By Roger Annis, A Socialist In Canada, April 2, 2018
Right-wing militias have controlled for some five years the districts east of the Syrian capital of Damascus called Eastern Ghouta. They have held a large civilian population in their grip and have used the territory to shell and otherwise attack and harass the population of Damascus and its broader region. That control is now coming to a close as the Syrian government re-asserts its sovereign control over the territory. See the adjoining map of the area.
Tens of thousands of residents of Eastern Ghouta and other territories previously held by the militias are taking advantage of humanitarian exit corridors which Syrian and Russia armed forces have created. Aid convoys of the International Red Cross and World Food Program have reached the areas of Eastern Ghouta and Douma for several weeks now. Ceasefire agreements were reached between the militias Syrian and Russian forces, involving relocation to Idlib province.
Writer Philip Roddis in Britain recently published several excerpts from Professor Tim Anderson‘s 2017 book The Dirty War In Syria. Excerpts from the preface to the book can be read here, on the eclectic website Global Research. In a March 11, 2018 posting to his website, Philip spoke to the issue of whether or not contemporary Russia can be considered an ‘imperialist’ social and economic formation. I wrote a lengthy comment to Philip’s posting. Below is an expanded version. My comment focuses on the evolution of certain currents among the Western left, including Trotksyism, and why many have come to paralysis or worse (much worse) in reaction to the NATO imperialist regime-change drives in Syria and Ukraine and NATO’s rising threats against Russia.
In an earlier exchange on the subject of Syria, Philip, you wrote: “I don’t say Russia is not an imperialist power: only that (a) the case has not been made, and I need more than lazy references to Russia’s responses to NATO provocation in Georgia and Ukraine, (b) any danger posed by a Russian imperialism is in any case miniscule against that posed by Western powers, and (c) since that ‘far left’ offers no credible third way for Syria, I welcome Russia’s disruption of the West’s cruel neoliberal agenda for the Middle East.”
As you acknowledge, the argument for a so-called Russian imperialism has not been made by its proponents. The case against the proposition was made by Renfrey Clarke and me in our lengthy, February 2016 essay: The myth of ‘Russian imperialism’: In defense of Lenin’s analyses. Sam King in Australia has made a similarly compelling argument as to why China does not fit the descriptor of ‘imperialist’ in his 2015 essay, Lenin’s theory of imperialism: A defense of its relevance in the 21st century.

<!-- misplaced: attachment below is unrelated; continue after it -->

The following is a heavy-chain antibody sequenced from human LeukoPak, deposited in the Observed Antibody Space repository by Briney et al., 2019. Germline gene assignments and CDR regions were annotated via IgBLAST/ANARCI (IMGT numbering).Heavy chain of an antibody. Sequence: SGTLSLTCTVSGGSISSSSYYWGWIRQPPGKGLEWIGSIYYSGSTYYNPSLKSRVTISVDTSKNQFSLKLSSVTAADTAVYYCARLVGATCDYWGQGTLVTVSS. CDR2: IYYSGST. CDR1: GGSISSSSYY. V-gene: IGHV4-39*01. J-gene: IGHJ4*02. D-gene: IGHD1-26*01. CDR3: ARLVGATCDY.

Beginning since at least the onset of the regime change war in Syria in 2012 and then accelerated by the right-wing coup in Ukraine in February 2014, a curious unanimity has emerged amongst almost all of the groups of Trotskyist origin along with anarchists and various academic circles situating themselves in a Marxist tradition (Monthly Review, for example). They condemn something they call ‘Russian imperialism’ while simultaneously turning a blind eye to NATO’s exceptionally dangerous new cold war against Russia. Or they simply avoid discussing the subject of Russia altogether, notwithstanding the hair-raising dangers signalled by the daily, anti-Russia headlines in mainstream Western media.
A related curiosity has emerged: a convergence between the Trotskyists (or call them ‘post-Trotskyists’, if you will) with the also fractured International Socialists current and its superficial, decades-old, non-materialist theory of ‘state capitalism’ to describe what became of the former Soviet Union following the 1920s.
The sum total of all the proof of a ‘Russian imperialism’ was and remains… the use of the term. Phrases tossed about. ‘I say it, therefore it is true.’ Here is Ashley Smith of the International Socialist Organisation in the U.S. in a recent article: “The two parties [Republican and Democratic parties in the U.S.] are different factions of a ruling class determined to preserve their dominance over imperial rivals like China and Russia, regional powers like Iran, and antagonists like North Korea.”
Note the use of vague, non-materialist terms “imperial powers” and “regional powers”. Marxists, by contrast, apply scientific descriptors when identifying capitalist and non-capitalist social formations. “Imperialism” has long entered the Marxist lexicon (and the lexicon of non-Marxist writers) as an essential tool for understanding the world of the late-19th and 20th centuries.